Little White Salmon River, Washington

The Little White Salmon River, located in Skamania County in south central Washington, drains approximately 134 square miles and flows out of the Monte Cristo Range. It originates in the Gifford Pinchot National Forest and drops south for 19 miles into Drano Lake in the Columbia River Gorge. The section of river between The Willard National Fish Hatchery and Drano Lake is arguably one of the best class V day runs in the country. In the late 1980’s Bob Coombs was among the first to explore the river and as the interest with the Little White grew more paddlers put on and picked their way down the run. The next year, 1990, paddlers such as Ron Reynier, Bill Bowey, Jeff Bennett, Phil Unsworth, and Bill Pooley were running it on a regular basis and picking off the unrun rapids one by one. By 1992-93 other paddlers such as Charlie Kirsch, Cal Diller, Elizabeth Tarr, Roger Stewart, Ron Blanchett, Jed Weingarten, and others were getting the run dialed in while Bowey, Weingarten, and Unsworth were pushing the limits of higher water levels. By mid 1993 all the rapids had been run with the exception of Stovepipe and The Big Falls. Stovepipe was run by early 1994 and that just left the ‘The Big Falls’. At this point paddlers were starting to refer to it as ‘The Altar’ :an elevated place or structure, as a mound or platform, at which religious rites are performed or on which sacrifices are offered to gods, ancestors, etc. Since no one ran drops that big back then ‘The Altar’ fit the final drop on this run as paddlers would take in the beauty and make their way around it on each trip, but that reference didn’t last long. Weingarten had broken his boat on the run and stuffed a log in the cockpit and sent it off as a probe. It had a great line off the Altar, then one week later local paddler Jens Mullen decided to solve the last piece of the puzzle and after running it he named the big drop Spirit Falls and it properly fit.

At this point the paddlers who have seen Spirit Falls in person are fortunate individuals as Spirit was the site for the proposed dam on the Little White Salmon River. They passed it by since they had a maximum depth of 800 feet for any proposed dam sites in the tributaries of the Columbia Gorge, the canyon depth at Spirit is just under 1000 feet. This awe inspiring lower canyon on the Little White has been declared eligible for the National Wild and Scenic Rivers System, but never put on that list. The review done by the Forest Service states that “Opportunities for solitude are excellent with very few signs of humans to distract the recreationist. Due to difficult access, this extremely interesting area exists today in much the same condition as when Lewis and Clarck passed through the Columbia River Gorge.”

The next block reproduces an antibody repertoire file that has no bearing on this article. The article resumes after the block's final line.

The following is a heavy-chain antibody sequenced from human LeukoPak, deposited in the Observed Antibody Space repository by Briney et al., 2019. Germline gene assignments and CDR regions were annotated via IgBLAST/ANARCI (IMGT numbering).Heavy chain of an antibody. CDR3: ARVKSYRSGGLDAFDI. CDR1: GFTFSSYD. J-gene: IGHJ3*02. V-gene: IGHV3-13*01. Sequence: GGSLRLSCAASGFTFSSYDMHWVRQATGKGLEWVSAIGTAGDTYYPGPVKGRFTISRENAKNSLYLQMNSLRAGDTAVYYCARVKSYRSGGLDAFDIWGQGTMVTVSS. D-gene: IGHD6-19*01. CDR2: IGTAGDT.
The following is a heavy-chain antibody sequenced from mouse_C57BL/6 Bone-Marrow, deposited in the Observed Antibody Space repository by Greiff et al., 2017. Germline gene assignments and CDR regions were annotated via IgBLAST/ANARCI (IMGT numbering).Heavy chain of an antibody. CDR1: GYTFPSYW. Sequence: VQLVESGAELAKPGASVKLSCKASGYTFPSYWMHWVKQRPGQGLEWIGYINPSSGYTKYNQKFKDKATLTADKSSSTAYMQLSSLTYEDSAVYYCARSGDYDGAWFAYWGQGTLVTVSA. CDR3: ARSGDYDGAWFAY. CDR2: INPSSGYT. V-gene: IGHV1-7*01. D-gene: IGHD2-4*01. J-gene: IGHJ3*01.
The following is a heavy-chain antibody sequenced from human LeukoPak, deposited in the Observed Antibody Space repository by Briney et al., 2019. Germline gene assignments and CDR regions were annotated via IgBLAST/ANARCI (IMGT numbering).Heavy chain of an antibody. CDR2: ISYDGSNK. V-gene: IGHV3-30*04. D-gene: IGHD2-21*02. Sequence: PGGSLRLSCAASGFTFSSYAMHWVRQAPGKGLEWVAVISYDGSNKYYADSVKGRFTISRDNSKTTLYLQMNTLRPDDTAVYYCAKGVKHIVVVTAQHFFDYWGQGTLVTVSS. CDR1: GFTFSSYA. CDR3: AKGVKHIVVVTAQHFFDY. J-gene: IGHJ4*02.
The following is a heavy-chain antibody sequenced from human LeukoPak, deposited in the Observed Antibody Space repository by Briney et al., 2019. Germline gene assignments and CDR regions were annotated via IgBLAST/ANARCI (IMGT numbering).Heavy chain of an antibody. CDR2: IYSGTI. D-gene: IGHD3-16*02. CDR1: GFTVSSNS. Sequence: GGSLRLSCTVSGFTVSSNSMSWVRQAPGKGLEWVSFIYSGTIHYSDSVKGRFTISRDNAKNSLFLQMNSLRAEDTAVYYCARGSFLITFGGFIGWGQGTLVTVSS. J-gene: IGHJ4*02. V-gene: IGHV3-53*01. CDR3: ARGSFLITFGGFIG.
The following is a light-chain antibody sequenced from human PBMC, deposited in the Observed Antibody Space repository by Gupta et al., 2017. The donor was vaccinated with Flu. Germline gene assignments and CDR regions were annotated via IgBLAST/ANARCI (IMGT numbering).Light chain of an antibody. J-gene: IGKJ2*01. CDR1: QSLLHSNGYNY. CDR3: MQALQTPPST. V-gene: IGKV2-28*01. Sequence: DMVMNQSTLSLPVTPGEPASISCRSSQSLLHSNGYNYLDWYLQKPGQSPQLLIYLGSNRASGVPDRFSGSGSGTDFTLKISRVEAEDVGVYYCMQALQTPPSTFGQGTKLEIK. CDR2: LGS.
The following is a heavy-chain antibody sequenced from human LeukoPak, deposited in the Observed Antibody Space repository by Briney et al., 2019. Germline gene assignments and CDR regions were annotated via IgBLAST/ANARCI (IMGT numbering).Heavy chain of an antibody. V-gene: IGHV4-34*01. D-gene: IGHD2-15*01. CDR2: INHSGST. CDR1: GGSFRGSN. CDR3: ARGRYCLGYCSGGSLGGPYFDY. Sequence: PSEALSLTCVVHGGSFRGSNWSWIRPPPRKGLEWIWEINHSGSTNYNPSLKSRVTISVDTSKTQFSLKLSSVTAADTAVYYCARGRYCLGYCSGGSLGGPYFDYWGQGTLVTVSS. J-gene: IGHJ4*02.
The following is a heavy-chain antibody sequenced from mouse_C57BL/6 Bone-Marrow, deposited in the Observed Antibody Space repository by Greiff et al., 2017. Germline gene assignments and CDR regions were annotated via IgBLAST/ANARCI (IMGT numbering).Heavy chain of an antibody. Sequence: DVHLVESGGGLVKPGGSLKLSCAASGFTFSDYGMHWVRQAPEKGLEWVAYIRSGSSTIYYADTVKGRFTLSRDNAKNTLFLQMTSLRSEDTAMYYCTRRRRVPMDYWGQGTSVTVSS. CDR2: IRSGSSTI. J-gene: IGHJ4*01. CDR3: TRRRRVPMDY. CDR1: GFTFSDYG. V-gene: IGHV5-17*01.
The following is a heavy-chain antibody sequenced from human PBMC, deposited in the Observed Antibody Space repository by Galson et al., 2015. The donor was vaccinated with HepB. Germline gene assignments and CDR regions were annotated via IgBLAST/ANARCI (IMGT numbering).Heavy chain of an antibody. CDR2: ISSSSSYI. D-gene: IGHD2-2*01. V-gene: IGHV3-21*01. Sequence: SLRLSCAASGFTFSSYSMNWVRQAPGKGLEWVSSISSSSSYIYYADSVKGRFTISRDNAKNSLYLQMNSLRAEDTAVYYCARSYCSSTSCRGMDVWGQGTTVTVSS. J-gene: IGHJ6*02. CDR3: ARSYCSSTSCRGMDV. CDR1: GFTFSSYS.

Roger Stewart in the Gorge @ 1992
Photo Ron Reynier
*notable comments from the early days:
Ron Reynier: “It was that following year, 1990, that we figured it out top to bottom. I can vividly remember how we got beat down figuring out Getting Busy before finally understanding the run.”
Jeff Bennett: “To put all that in perspective, I learned to paddle the LWS in a 12′ long Prijon T-Slalom, then a Dancer XT…. and those were cutting edge.”
Jed Weingarten: When I got back to my boat, it had a big crack in the hull. So, I found a big log, stuck in the cockpit, and sent the boat off to see what would happen. It had a sweet line off of the Altar, but broke into 3 separated pieces in Chaos (which hadn’t been named yet either!).

*and according to early sources, Wishbone Falls was run down the right channel during the first few times that paddlers decided to drop into the lower gorge. Since then paddlers have stuck with the left channel.

The crew below Stovepipe, summer 2007
Photo: Keel Brightman

Jay Gifford running Stovepipe in early 2007

Tristan McCleran running Chaos at 3.6 feet early 2007
Photo Erik Boomer

*a few recent notable descents:
*Todd Anderson and Tommy Fredricks running the right channel at Wishbone Falls in early 2006.
*Ross Henry and Todd Anderson throwing some of the biggest free-wheels I’ve seen off of Boulder Sluice Rapid in early 2007.
*Frequent runs at 4.8feet by the local crew in 2006-07′
*Todd Anderson free-wheeling Stovepipe in 2007.
*L.J Groth’s free-wheel off Spirit Falls in 2006 – same day as the race.
*Locals runing car (put-in) to car (take-out) in under 40 minutes.
*Highest known complete descent by Erik Boomer in 2006 at 5.0 feet.

Thanks to Ron Reynier, Jeff Bennett, and Jed Weingarten for the early history and all the Photographers for the photos.

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2 thoughts on “Little White Salmon River, Washington”

  1. Great stuff Ryan! Love to hear the history. Someone just asked me a couple weeks ago what the highest level folks had run the LW. I said maybe 4.5-4.6′ but now I know better.Thanks.pete

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